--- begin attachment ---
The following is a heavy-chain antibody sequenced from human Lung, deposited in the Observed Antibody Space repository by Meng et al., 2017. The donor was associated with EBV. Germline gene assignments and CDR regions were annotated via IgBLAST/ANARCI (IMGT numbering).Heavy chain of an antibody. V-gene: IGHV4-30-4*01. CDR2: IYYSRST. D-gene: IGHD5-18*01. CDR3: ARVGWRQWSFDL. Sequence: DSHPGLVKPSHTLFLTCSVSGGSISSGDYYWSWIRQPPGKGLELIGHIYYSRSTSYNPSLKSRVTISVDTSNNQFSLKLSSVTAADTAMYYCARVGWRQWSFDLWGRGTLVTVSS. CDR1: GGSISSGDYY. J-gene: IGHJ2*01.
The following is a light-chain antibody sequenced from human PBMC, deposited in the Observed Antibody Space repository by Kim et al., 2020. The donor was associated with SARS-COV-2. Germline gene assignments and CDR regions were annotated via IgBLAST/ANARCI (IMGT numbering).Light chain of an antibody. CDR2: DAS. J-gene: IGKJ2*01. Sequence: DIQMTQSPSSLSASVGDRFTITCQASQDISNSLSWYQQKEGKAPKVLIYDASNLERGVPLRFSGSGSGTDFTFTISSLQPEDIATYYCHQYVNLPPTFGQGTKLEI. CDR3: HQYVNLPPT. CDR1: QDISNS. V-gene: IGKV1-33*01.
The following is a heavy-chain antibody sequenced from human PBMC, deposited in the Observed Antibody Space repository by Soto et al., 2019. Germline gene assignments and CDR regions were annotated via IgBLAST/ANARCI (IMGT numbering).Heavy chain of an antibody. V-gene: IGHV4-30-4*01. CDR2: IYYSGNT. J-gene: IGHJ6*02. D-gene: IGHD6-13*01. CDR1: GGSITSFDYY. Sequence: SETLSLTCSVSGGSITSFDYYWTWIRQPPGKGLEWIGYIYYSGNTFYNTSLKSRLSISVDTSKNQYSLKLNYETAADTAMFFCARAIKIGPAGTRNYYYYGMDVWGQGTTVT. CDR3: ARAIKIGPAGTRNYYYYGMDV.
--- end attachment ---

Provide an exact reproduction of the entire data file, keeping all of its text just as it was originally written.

The following is a heavy-chain antibody sequenced from human Lung, deposited in the Observed Antibody Space repository by Meng et al., 2017. The donor was associated with EBV. Germline gene assignments and CDR regions were annotated via IgBLAST/ANARCI (IMGT numbering).Heavy chain of an antibody. V-gene: IGHV4-30-4*01. CDR2: IYYSRST. D-gene: IGHD5-18*01. CDR3: ARVGWRQWSFDL. Sequence: DSHPGLVKPSHTLFLTCSVSGGSISSGDYYWSWIRQPPGKGLELIGHIYYSRSTSYNPSLKSRVTISVDTSNNQFSLKLSSVTAADTAMYYCARVGWRQWSFDLWGRGTLVTVSS. CDR1: GGSISSGDYY. J-gene: IGHJ2*01.
The following is a light-chain antibody sequenced from human PBMC, deposited in the Observed Antibody Space repository by Kim et al., 2020. The donor was associated with SARS-COV-2. Germline gene assignments and CDR regions were annotated via IgBLAST/ANARCI (IMGT numbering).Light chain of an antibody. CDR2: DAS. J-gene: IGKJ2*01. Sequence: DIQMTQSPSSLSASVGDRFTITCQASQDISNSLSWYQQKEGKAPKVLIYDASNLERGVPLRFSGSGSGTDFTFTISSLQPEDIATYYCHQYVNLPPTFGQGTKLEI. CDR3: HQYVNLPPT. CDR1: QDISNS. V-gene: IGKV1-33*01.
The following is a heavy-chain antibody sequenced from human PBMC, deposited in the Observed Antibody Space repository by Soto et al., 2019. Germline gene assignments and CDR regions were annotated via IgBLAST/ANARCI (IMGT numbering).Heavy chain of an antibody. V-gene: IGHV4-30-4*01. CDR2: IYYSGNT. J-gene: IGHJ6*02. D-gene: IGHD6-13*01. CDR1: GGSITSFDYY. Sequence: SETLSLTCSVSGGSITSFDYYWTWIRQPPGKGLEWIGYIYYSGNTFYNTSLKSRLSISVDTSKNQYSLKLNYETAADTAMFFCARAIKIGPAGTRNYYYYGMDVWGQGTTVT. CDR3: ARAIKIGPAGTRNYYYYGMDV.